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PREGNANCY AND ANTI-DEPRESSANTS

The BBC, reporting on a Danish study, warned that: “Children born to women taking anti-depressants in early pregnancy have a small but important increased risk of heart defects.” The report was based on 400,000 babies born between 1996 and 2003. The researchers concluded that septal heart defects are more common in children whose mothers were prescribed SSRI (selective serotonin re-uptake inhibitors) in early pregnancy, particularly Sertraline and Citalopram. The greatest risk is associated with prescriptions of more than one type of SSRI.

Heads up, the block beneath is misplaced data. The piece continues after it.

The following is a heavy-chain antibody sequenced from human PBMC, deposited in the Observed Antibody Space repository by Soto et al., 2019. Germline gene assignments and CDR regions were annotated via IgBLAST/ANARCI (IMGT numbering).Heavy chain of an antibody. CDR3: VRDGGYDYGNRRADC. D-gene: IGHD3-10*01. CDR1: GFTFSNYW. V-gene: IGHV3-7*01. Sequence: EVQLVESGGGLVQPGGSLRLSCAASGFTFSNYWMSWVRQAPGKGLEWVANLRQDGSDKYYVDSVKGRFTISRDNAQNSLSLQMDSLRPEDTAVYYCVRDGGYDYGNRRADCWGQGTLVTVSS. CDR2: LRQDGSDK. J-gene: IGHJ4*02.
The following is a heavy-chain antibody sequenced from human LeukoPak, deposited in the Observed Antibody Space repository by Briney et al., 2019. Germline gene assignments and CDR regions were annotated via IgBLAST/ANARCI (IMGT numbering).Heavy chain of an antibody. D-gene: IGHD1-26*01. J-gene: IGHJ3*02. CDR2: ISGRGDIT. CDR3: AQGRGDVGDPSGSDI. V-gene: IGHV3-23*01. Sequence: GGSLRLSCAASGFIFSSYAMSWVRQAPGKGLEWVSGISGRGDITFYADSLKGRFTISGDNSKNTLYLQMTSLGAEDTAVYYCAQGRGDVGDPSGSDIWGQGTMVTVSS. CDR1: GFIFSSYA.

In some cases, the benefits of anti-depressant treatment may be considered to outweigh the potential risks


The NHS Knowledge service gives a detailed breakdown of this study on its website and concludes that, given many other factors that may have influenced the study: “It is important to note that the absolute increase in the risk of a child being affected is small – i.e. less than 1%” and commented:

“In general, doctors try to avoid prescribing drugs for pregnant women in case there are effects on the baby. However, depression is a serious illness and, in some cases, the benefits of anti-depressant treatment may be considered to outweigh the potential risks.”

Useful links:
www.nhs.uk/news/2009/ then click antidepressants and pregnancy